Albedo

Albedo

"Visible at night from orbit as the biggest galaxy of light on the globe, more populous overall than the United States, the super­ giant megalopolis Europe sets out from Milan... and ends up in Dublin after St. George's Channel. It's a social unit comparable to the Great Lakes or the Greenland icecap in size, in the homogeneity of its texture, and in its hold on the world. This plate of humanity has long disturbed the albedo..." Michel Serres, The Natural Contract [1992]

The albedo (meaning "whiteness" in Latin) is a measure of a surface's ability to reflect solar radiation and thus energy. Changes in the albedo of different surfaces of the globe is an important factor in climate changes, as for example when white sea ice melts in the arctic region because of the heating of the world's atmosphere and rise in sea temperature. The melting down of ice equals a reduction of the albedo leadingto further deglaciation asthe surface of the globe absorbs more energy. This self-perpetuating process is termed positive feedback. Many experts fear that a rise in temperature will initiate irreversible or inevitable feedback mechanisms.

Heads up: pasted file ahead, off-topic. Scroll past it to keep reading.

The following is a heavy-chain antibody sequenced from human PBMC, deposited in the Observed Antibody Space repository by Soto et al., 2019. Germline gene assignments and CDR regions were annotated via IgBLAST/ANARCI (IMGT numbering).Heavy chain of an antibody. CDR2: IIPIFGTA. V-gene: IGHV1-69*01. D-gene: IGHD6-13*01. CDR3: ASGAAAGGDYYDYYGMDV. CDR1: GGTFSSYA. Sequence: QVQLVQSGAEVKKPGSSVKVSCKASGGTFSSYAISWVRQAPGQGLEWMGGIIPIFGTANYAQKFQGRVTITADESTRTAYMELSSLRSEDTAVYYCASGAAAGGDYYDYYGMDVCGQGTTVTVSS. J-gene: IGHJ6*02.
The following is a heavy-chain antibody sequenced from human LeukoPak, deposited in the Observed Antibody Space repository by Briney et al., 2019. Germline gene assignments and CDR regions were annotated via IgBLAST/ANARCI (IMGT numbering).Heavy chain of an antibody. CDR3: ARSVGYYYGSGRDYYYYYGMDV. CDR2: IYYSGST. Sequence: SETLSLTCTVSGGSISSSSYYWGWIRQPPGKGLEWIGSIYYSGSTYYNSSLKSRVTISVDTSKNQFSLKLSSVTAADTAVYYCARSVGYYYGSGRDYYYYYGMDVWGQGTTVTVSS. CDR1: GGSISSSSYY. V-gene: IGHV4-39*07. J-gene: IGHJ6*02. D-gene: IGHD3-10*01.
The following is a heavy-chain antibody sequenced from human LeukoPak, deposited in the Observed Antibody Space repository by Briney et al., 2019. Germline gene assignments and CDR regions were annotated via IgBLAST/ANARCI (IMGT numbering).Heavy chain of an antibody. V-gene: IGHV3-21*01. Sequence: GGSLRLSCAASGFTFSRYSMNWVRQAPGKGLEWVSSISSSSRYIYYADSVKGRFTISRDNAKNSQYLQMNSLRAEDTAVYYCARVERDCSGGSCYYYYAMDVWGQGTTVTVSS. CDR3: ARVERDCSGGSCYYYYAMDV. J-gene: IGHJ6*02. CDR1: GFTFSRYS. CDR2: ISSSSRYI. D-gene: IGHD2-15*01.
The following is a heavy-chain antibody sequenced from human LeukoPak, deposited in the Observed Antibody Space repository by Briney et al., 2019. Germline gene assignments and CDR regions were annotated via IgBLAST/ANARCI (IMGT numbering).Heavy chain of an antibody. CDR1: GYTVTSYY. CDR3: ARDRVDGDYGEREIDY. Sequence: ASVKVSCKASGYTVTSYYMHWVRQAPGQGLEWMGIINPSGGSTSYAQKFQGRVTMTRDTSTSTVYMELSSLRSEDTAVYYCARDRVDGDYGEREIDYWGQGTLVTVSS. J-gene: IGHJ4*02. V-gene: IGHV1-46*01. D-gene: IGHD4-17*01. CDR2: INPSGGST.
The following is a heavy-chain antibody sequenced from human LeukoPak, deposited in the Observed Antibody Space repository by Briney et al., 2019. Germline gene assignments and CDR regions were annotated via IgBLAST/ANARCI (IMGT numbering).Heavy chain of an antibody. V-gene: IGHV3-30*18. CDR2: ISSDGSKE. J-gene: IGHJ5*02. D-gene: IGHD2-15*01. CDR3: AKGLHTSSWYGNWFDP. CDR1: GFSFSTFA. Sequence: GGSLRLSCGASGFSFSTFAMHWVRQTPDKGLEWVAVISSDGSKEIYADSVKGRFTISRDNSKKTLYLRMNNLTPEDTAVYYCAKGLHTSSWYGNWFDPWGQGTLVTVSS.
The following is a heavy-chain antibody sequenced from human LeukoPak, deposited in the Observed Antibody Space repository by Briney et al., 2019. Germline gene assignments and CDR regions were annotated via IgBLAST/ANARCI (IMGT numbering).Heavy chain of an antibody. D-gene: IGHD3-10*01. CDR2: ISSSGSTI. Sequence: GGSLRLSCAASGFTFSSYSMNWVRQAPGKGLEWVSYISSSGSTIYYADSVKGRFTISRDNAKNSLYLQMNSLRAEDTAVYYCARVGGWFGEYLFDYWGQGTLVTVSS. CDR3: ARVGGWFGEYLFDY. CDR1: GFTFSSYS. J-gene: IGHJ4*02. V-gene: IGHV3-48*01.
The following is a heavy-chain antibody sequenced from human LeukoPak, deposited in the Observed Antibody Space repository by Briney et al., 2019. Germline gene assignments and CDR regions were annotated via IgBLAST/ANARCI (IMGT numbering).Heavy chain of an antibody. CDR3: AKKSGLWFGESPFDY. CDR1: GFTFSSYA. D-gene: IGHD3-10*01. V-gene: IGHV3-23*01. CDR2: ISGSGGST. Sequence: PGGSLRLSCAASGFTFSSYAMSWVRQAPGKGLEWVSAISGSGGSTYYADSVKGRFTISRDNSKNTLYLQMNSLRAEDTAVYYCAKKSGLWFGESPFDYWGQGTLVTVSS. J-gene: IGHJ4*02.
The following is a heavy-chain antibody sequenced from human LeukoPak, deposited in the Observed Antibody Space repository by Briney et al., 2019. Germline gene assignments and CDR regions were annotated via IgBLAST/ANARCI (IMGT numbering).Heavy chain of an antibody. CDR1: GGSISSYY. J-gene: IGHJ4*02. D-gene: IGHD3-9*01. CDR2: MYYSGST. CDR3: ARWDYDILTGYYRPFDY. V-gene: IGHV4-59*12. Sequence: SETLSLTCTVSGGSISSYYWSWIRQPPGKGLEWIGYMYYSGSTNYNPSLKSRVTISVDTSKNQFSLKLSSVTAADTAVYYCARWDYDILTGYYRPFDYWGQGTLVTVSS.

In this exhibition the concept of the albedo, besides being an object of science, is conceived of as what Serres terms a quasi- or superobject. The albedo constitutes a contract between the assembled works in the show that marks up, illuminates and organizes connections among them, inscribing them as objects in a new pact or cycle. The effects of gravitation or transmission between quasi-objects, the exhibited works and scientific objects, as well as these things combined in relation to the white cube, will in this context lead to a physical and spatial lack of balance. Using feedbacks, reflections, markings, destabilisations, grotesques and misantropologies we attempt to open up the albedo concept as a condition for the works to relate to.

Albedo